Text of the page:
HUNTINGTON — Huntington, West Virginia, is a place that looks different to everyone who looks at it.
Some see it as the home they never plan on leaving. Others see it as a place they can’t wait to get some distance from. Then there are some who see it through the eyes of what it used to be and are saddened by what it once was.
But for Australia native Brendan Fenn, all he sees are possibilities.
From Australia to Huntington
Fenn was introduced to Huntington as an architect consulting on a project in the Fairfield neighborhood.
At the time, he was working for a firm run by his brother in Australia.
In August 2015, Fenn said the opportunity presented itself, as the business expanded, to serve as an architect/project manager in Kentucky, which meant the relocation of not just himself, but also his wife and three children.
“My wife is from Finland, but her parents had relocated to Australia, so the concept of immigrating somewhere wasn’t foreign to the family,” Fenn said.
“My kids were in the fourth grade, sixth grade and eighth grade when we got here, and that was just the opportunity to expose them to a whole, completely different culture and people.”
While he could have chosen to make a home in Kentucky where he worked, Fenn said he chose Huntington as the place to live because of the interactions he’d already had with the city.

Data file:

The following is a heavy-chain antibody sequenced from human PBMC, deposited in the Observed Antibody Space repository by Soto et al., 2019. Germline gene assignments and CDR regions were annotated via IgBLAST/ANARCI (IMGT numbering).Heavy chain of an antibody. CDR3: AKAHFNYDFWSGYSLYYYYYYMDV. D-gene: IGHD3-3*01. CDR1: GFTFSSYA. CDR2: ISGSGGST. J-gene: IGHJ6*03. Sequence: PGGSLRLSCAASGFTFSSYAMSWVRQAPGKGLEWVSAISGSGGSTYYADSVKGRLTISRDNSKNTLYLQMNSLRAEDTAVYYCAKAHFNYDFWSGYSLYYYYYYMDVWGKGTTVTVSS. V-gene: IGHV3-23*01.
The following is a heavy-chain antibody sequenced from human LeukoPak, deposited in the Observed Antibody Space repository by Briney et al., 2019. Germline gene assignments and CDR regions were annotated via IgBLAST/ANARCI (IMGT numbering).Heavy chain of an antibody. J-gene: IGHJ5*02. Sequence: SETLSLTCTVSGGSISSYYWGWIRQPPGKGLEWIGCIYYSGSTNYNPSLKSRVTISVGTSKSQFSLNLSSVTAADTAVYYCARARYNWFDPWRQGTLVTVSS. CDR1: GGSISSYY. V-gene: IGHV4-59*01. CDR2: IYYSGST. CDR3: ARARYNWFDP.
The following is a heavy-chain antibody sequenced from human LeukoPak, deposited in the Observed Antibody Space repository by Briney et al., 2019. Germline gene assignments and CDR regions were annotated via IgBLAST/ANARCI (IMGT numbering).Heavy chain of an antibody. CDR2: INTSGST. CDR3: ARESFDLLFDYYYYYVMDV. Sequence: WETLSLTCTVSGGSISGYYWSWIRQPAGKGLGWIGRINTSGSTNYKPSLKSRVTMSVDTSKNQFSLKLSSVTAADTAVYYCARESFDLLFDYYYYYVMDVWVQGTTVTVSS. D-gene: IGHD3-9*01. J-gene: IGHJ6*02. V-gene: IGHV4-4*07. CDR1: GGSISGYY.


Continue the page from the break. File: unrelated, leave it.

Roughly nine months later, Fenn hadn’t just made a home in Huntington, he’d also started a new business — a mobile coffee shop called Grindstone Coffeeology.
“I had come to the end of the road in my architecture career. I was done with that; I was burnt out,” he said, after having committed roughly 20 years to that career path.
“For me to just say I want to retire now in a coffee business and work harder than I’ve ever worked before … you know, when you do what you love, it’s really not work.”
Fenn said the coffee business arose from what he called “a pretty solid coffee caffeine addiction” he and his wife share.
“My wife and I, we would basically live our professional lives out of cafes,” he said. “Not really having somewhere that was meeting that need for us, we started with the coffee truck to sort of supply our own caffeine needs and just build our little business from there.”
Fenn said it was somewhat of a lifelong dream of his and his wife’s to own their own coffee shop.
“We would work out of coffee shops in Australia, and we always thought how awesome it would be to open our own one day,” he said. “But it was the kind of dream you never think is going to happen.”
The cost of living, coupled with higher taxes as well as just the sheer volume of top-notch coffee shops that already existed within a short distance from his home in Melbourne, Australia, meant this dream of his would never have been possible there.
“The small-town cost of living gives the biggest opportunity for you to chase your dreams,” he said. “That’s essentially the biggest thing I’m most grateful for here, is the opportunity to have realized that dream. I don’t think that could have happened anywhere else, to be honest.”
Like most businesses starting out, the first two years were a struggle. Growing a business out of a small truck is no easy feat. The idea of food trucks was also a relatively new concept in Huntington, which made navigating city rules and regulations challenging at times.